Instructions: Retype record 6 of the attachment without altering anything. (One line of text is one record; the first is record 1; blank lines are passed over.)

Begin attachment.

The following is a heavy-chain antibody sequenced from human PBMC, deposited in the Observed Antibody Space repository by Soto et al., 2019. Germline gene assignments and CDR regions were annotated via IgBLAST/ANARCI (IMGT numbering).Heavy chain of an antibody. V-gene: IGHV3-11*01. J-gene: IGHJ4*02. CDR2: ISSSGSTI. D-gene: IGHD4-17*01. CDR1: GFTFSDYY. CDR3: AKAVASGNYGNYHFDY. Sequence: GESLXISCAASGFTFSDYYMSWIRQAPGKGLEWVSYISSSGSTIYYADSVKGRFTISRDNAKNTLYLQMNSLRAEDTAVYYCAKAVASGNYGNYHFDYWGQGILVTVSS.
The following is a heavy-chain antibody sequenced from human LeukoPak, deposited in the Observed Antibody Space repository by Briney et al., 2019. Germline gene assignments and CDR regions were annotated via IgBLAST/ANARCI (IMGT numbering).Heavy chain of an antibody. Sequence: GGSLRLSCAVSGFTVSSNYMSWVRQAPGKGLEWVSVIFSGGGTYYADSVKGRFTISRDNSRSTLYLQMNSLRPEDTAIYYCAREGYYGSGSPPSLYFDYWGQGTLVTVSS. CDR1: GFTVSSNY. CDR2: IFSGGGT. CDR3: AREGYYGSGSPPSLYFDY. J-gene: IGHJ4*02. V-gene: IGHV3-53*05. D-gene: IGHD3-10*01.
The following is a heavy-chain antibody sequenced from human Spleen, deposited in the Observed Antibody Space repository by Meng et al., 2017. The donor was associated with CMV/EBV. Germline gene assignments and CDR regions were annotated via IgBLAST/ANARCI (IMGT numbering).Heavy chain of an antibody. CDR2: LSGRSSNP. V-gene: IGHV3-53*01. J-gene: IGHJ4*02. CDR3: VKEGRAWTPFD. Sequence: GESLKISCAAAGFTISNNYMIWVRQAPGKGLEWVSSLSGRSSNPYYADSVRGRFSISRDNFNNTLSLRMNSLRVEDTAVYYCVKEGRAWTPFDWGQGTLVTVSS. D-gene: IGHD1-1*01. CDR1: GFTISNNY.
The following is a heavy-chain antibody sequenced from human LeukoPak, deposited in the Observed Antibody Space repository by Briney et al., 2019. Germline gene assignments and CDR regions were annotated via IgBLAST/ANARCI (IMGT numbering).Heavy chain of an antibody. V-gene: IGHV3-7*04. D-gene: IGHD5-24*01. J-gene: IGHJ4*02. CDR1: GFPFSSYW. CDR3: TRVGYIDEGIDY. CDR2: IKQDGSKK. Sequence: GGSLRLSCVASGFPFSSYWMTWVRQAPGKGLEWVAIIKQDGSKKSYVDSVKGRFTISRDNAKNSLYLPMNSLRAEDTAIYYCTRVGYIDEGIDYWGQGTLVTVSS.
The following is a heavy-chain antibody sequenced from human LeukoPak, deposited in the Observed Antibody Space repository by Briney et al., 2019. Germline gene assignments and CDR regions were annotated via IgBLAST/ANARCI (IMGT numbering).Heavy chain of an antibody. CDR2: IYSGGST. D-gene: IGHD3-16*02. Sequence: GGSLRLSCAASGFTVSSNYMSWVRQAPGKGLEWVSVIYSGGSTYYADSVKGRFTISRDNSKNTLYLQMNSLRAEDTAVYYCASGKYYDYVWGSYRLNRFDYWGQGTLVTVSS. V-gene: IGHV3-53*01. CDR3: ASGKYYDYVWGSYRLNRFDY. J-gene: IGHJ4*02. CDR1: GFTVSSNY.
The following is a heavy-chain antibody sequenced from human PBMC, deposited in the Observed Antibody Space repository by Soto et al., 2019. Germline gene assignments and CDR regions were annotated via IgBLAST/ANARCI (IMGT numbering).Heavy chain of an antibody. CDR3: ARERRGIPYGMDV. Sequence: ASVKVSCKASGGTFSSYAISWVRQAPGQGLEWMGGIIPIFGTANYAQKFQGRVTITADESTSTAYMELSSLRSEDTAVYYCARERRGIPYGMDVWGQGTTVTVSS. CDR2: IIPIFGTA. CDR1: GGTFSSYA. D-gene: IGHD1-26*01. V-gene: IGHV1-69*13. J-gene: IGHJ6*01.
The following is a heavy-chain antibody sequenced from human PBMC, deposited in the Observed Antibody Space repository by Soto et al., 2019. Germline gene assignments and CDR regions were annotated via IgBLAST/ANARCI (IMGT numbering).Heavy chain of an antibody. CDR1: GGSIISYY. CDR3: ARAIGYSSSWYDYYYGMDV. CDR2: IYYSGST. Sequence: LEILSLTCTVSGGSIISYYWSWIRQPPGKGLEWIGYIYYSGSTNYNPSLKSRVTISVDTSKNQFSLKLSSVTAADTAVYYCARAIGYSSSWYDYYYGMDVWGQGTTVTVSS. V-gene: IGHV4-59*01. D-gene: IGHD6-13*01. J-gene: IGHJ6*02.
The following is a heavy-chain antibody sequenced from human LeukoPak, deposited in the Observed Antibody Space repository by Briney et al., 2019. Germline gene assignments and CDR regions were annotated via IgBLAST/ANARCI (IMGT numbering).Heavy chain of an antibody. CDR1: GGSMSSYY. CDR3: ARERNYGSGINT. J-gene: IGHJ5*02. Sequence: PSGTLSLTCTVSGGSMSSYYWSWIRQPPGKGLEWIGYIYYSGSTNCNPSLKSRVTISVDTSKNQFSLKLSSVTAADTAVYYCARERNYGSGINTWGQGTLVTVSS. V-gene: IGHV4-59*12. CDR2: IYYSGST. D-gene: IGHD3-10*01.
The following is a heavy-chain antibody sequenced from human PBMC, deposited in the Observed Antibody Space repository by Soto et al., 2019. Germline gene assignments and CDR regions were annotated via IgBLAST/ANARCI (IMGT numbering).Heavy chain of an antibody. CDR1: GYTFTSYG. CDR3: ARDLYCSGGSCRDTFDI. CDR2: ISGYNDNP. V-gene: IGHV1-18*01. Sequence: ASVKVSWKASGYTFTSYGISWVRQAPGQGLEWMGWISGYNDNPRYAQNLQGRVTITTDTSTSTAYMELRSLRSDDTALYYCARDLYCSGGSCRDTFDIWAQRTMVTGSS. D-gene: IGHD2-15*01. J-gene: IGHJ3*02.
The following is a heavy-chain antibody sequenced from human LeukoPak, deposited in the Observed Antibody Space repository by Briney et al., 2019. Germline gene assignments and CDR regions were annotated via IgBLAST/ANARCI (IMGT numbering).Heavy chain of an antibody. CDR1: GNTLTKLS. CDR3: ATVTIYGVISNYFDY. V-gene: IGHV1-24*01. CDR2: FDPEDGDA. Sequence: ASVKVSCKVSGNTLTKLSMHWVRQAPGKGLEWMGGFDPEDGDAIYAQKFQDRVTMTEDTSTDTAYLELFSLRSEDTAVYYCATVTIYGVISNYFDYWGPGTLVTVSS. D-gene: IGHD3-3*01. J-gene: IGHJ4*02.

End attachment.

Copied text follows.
The following is a heavy-chain antibody sequenced from human PBMC, deposited in the Observed Antibody Space repository by Soto et al., 2019. Germline gene assignments and CDR regions were annotated via IgBLAST/ANARCI (IMGT numbering).Heavy chain of an antibody. CDR3: ARERRGIPYGMDV. Sequence: ASVKVSCKASGGTFSSYAISWVRQAPGQGLEWMGGIIPIFGTANYAQKFQGRVTITADESTSTAYMELSSLRSEDTAVYYCARERRGIPYGMDVWGQGTTVTVSS. CDR2: IIPIFGTA. CDR1: GGTFSSYA. D-gene: IGHD1-26*01. V-gene: IGHV1-69*13. J-gene: IGHJ6*01.